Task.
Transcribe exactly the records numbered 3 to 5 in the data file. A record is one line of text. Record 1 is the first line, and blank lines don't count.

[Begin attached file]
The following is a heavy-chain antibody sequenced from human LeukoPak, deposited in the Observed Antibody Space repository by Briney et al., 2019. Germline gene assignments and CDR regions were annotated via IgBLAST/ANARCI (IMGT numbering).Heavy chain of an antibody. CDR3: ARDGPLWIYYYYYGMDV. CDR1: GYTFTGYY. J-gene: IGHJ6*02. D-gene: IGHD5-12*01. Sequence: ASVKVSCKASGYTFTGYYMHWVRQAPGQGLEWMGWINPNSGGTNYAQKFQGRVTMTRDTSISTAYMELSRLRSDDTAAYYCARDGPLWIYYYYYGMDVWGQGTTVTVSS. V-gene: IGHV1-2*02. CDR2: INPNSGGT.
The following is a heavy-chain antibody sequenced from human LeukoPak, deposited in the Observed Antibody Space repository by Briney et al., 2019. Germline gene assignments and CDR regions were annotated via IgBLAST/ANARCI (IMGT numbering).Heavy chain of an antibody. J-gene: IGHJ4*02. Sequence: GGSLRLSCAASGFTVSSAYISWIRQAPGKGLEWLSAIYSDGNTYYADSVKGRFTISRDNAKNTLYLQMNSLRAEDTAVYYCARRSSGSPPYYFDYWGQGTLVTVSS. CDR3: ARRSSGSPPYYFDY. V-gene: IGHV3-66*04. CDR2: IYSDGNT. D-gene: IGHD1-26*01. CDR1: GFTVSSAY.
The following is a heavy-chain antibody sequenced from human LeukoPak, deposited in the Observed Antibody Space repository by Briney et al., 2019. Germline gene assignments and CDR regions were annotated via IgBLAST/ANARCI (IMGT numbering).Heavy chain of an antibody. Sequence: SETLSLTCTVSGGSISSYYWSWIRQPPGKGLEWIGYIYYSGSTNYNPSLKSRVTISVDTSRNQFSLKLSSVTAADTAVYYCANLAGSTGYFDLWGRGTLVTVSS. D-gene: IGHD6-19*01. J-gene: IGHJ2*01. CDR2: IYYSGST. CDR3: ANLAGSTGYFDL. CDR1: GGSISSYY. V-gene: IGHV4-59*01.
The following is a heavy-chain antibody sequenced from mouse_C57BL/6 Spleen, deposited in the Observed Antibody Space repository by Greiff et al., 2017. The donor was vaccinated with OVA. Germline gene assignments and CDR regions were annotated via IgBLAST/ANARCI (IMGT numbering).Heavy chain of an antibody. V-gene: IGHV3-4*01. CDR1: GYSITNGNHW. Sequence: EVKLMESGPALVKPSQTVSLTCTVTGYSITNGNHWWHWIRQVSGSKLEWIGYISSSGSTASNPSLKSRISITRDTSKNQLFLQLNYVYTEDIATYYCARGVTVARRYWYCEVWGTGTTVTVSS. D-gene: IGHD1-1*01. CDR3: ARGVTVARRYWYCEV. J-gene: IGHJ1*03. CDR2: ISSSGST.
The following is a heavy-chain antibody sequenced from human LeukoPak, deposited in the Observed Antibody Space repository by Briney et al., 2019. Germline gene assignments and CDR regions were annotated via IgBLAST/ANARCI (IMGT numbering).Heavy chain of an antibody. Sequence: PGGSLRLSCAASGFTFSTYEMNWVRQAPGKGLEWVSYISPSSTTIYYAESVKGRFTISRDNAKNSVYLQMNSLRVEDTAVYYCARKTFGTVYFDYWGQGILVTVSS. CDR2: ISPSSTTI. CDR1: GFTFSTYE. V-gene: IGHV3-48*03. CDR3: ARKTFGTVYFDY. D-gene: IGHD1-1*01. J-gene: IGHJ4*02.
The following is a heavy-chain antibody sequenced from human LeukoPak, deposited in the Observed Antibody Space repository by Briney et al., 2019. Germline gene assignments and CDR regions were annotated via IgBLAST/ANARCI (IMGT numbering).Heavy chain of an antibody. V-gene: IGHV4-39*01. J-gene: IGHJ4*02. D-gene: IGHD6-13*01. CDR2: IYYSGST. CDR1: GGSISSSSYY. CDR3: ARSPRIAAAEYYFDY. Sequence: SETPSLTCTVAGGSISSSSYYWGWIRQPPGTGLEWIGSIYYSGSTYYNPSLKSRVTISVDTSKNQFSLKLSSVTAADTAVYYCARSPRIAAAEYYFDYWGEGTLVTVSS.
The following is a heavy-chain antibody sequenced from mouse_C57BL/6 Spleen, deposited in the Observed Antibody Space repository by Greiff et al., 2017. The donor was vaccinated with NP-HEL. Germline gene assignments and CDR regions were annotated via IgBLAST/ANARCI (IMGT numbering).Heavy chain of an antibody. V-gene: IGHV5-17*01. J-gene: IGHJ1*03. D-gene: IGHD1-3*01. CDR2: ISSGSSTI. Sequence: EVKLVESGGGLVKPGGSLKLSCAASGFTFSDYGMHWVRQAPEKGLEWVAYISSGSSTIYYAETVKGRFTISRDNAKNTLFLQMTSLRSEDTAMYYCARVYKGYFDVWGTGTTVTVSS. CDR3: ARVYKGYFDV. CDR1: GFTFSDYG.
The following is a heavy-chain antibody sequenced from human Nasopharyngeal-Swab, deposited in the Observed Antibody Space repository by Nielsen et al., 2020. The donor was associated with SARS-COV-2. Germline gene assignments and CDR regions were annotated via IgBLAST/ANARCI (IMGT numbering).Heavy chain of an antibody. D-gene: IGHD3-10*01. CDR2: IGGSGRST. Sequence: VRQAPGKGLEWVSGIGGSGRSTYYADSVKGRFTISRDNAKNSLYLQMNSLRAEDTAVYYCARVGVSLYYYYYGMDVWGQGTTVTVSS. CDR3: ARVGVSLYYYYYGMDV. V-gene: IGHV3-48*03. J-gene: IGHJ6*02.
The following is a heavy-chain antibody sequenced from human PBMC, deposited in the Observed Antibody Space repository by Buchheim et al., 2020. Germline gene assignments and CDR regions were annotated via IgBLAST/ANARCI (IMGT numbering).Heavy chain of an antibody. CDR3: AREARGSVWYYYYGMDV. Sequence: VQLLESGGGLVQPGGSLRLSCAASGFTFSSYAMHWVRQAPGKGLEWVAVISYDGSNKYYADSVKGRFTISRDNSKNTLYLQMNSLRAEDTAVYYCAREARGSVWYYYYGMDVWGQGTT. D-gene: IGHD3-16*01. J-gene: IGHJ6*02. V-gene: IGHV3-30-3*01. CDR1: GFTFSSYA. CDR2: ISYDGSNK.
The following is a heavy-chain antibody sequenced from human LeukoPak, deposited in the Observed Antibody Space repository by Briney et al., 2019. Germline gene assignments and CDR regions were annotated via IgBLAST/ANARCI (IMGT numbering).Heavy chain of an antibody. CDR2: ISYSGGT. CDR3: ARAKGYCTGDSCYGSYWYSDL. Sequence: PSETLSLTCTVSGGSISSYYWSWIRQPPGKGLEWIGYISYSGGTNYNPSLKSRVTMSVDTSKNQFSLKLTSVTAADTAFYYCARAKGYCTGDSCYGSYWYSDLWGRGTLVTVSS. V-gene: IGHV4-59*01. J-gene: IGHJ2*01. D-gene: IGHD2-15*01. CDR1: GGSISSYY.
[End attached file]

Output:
The following is a heavy-chain antibody sequenced from human LeukoPak, deposited in the Observed Antibody Space repository by Briney et al., 2019. Germline gene assignments and CDR regions were annotated via IgBLAST/ANARCI (IMGT numbering).Heavy chain of an antibody. Sequence: SETLSLTCTVSGGSISSYYWSWIRQPPGKGLEWIGYIYYSGSTNYNPSLKSRVTISVDTSRNQFSLKLSSVTAADTAVYYCANLAGSTGYFDLWGRGTLVTVSS. D-gene: IGHD6-19*01. J-gene: IGHJ2*01. CDR2: IYYSGST. CDR3: ANLAGSTGYFDL. CDR1: GGSISSYY. V-gene: IGHV4-59*01.
The following is a heavy-chain antibody sequenced from mouse_C57BL/6 Spleen, deposited in the Observed Antibody Space repository by Greiff et al., 2017. The donor was vaccinated with OVA. Germline gene assignments and CDR regions were annotated via IgBLAST/ANARCI (IMGT numbering).Heavy chain of an antibody. V-gene: IGHV3-4*01. CDR1: GYSITNGNHW. Sequence: EVKLMESGPALVKPSQTVSLTCTVTGYSITNGNHWWHWIRQVSGSKLEWIGYISSSGSTASNPSLKSRISITRDTSKNQLFLQLNYVYTEDIATYYCARGVTVARRYWYCEVWGTGTTVTVSS. D-gene: IGHD1-1*01. CDR3: ARGVTVARRYWYCEV. J-gene: IGHJ1*03. CDR2: ISSSGST.
The following is a heavy-chain antibody sequenced from human LeukoPak, deposited in the Observed Antibody Space repository by Briney et al., 2019. Germline gene assignments and CDR regions were annotated via IgBLAST/ANARCI (IMGT numbering).Heavy chain of an antibody. Sequence: PGGSLRLSCAASGFTFSTYEMNWVRQAPGKGLEWVSYISPSSTTIYYAESVKGRFTISRDNAKNSVYLQMNSLRVEDTAVYYCARKTFGTVYFDYWGQGILVTVSS. CDR2: ISPSSTTI. CDR1: GFTFSTYE. V-gene: IGHV3-48*03. CDR3: ARKTFGTVYFDY. D-gene: IGHD1-1*01. J-gene: IGHJ4*02.